We both had a really good night’s sleep and tried to waken ourselves from our slumbers with a refreshing shower; the water was hot throughout and the standard of the shower was excellent. There was a little noise in the corridor around 11.30 pm but nothing after that in spite of the hotel seeming to be pretty full. Before going to bed we had asked the receptionist to arrange a taxi to the terminal for the following morning, and a minicab arrived on time as requested. The cost was much less than using an airport taxi, or using the bus and we were dropped right at the terminal we needed.

As we weren’t driving, I can’t comment on the car parking aspect of this hotel but it is close to the long stay car parks if you require that service while the hotel also offers park and fly deals. If, like us, you want to walk to the airport at any time, it takes approximately twenty minutes (fifteen if you walk quite briskly). There are car parking spaces directly in front of the hote but there is a charge for parking.

It’s possible to stay much nearer the terminal buildings at Manchester but we felt that his one is not in an unreasonable location if you intend to stay at the hotel all night once you’ve arrived, or if you are in a car. As the cost of the airport bus is high, I would recommend taking a taxi if there are at least two of you; better still get the hotel to arrange a minicab which will be even cheaper.

Overall this is a clean, comfortable and well maintained hotel with friendly and helpful staff; it may not be the height of luxury, but if you can book in advance, you can find excellent rates that represent good value.

Note - we stayed on a Room only basis - breakfast and other meals are paid for separately

Premier Inn Manchester Airport
Runger Lane, Wilmslow Road
Manchester, England
0871 527 8726

Midweek - an overview

Member Rating 0 out of 5 by fizzytom on December 12, 2006

Manchester is full of amazing modern and older buildings, in particular, those relating to the city's industrial heritage. Get out and really look at the buildings around you. Manchester is a shoppers paradise and the huddle of shops in the centre means you don't have to do too much walking. Thanks to having two successful football teams and raising its profile through music in the 1980s, Manchester has really developed into a city with plenty of options for people with money. Check out bars and restaurants with real style and sophistication. The Whitworth Art Gallery has Britain's largest collection of Pre-Raphaelite paintings - spend a few hours here in the presence of some greats. ${QuickSuggestions} ${BestWay} The city centre should be navigated on foot but do try the trams - brand new and a delight to use. For further afield the buses are great, the network is wide and buses regular. Cyclists will love cycling alongside the canals - a great way to see the industrial past.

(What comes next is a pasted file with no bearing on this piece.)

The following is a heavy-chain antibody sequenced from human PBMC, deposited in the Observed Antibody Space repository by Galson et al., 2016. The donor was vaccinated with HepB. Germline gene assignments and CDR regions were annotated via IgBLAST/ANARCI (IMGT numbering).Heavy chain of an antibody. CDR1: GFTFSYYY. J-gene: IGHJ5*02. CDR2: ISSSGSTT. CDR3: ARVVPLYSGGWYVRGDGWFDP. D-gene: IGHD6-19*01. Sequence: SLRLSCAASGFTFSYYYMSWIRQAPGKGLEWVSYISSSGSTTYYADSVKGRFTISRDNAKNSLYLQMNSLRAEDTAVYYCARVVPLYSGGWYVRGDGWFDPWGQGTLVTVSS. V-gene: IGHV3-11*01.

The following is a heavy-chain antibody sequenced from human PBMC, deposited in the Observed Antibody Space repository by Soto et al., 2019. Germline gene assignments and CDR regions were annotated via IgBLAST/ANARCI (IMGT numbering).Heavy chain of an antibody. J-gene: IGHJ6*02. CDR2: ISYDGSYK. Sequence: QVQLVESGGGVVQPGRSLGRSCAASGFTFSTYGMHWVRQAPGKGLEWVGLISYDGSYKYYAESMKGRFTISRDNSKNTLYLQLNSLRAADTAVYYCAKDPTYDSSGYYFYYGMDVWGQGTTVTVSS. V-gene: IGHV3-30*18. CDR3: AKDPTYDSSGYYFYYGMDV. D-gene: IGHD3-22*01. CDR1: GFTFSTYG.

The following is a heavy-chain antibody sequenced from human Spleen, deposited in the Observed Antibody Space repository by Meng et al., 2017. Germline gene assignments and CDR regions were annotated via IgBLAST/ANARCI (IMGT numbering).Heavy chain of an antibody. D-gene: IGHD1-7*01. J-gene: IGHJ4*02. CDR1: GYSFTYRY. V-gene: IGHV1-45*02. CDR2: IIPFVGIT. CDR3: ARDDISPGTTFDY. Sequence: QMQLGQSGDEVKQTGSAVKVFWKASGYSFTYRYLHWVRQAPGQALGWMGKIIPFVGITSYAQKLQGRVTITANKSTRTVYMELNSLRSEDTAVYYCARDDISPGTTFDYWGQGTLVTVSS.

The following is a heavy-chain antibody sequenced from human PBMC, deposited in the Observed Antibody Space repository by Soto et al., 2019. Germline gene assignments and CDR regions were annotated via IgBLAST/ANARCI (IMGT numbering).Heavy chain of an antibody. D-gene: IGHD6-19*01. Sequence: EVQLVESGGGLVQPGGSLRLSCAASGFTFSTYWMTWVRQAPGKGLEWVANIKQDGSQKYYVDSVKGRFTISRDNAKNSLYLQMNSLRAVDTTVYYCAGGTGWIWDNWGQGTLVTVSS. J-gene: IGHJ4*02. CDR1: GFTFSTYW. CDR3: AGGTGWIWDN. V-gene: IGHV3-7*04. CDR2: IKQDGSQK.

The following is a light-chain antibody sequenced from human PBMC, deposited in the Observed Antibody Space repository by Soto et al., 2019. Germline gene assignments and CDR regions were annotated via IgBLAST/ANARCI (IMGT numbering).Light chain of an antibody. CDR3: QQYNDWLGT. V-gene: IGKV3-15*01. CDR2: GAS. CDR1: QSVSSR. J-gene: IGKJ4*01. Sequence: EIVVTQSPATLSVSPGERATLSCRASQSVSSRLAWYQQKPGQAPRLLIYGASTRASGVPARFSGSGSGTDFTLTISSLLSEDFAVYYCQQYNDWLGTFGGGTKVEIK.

Jarvis Piccadilly

Member Rating 3 out of 5 by fizzytom on December 13, 2006

I had always imagined that the standard of Jarvis hotels was quite high. Now I've stayed in one, I feel a little differently. We got a discount rate through an on-line booking company and paid £50 for a double room. The hotel website has this room at a discounted rate of £95 down from £129. Either of those prices would be a terrible rip-off. Reception is on the second floor and looks quite plush but you start to notice little things after a while. Reception is dark with poor lighting so the map of the city centre kindly displayed on the wall is almost impossible to see. When we arrived there was a fifteen minute queue to check-in even though there were three receptionists.

Our room was on the twelfth floor so we took the lift. There were three lifts but it was not unusual to wait six or seven minutes for the lift to come. The rooms are small but OK for a short stay. Hanging space is minimal and there isn't really anywhere to stow bags. There are tea and coffee making facilities but no socket to plug in the kettle near the cups, etc. Only one on the other side of the room. There was a colour TV but the picture was poor - signs in the lifts said they were trying to fix the poor reception quality. The bathroom was fine except that the vanity unit was very deep and you couldn't get close to the mirror to apply make up unless you leaned on the washbasin which had a lip on it that held water that had splashed from the taps. Basically, you got your clothes soaked.

Beds are comfortable, linen clean, and fresh. We got a good night's sleep with minimal noise from other guests. Breakfast is served in the third floor restaurant. We had to queue for ten minutes for a table. Then none came to ask us about tea and coffee or toast. We helped ourselves to the buffet - cooked English breakfast (plenty for vegetarians too), cereals, fresh fruit, and pastries are all available. Dirty plates took forever to be cleared away and service was slow and unfriendly. After breakfast I went back to reception to see if we could leave our bags after check out until our coach time; the queue was so long we just dragged the bags around the shops all morning instead. £50 is about right for this hotel. It's three stars and basically OK but doesn't warrant the higher rack rates.

Located five minutes from both Piccadilly Train Station and the National Bus Station as well as close to the shops and theatres the location is fantastic. Our room looked onto Piccadilly Gardens which currently has an ice rink and Christmas trees lit up - very pretty! Shop around for prices but don't book direct and you'll pay the right rate for this acceptable but unspectacular hotel.

Ramada Manchester Piccadilly Hotel
Portland Street
Manchester, $zip
0844 815 9024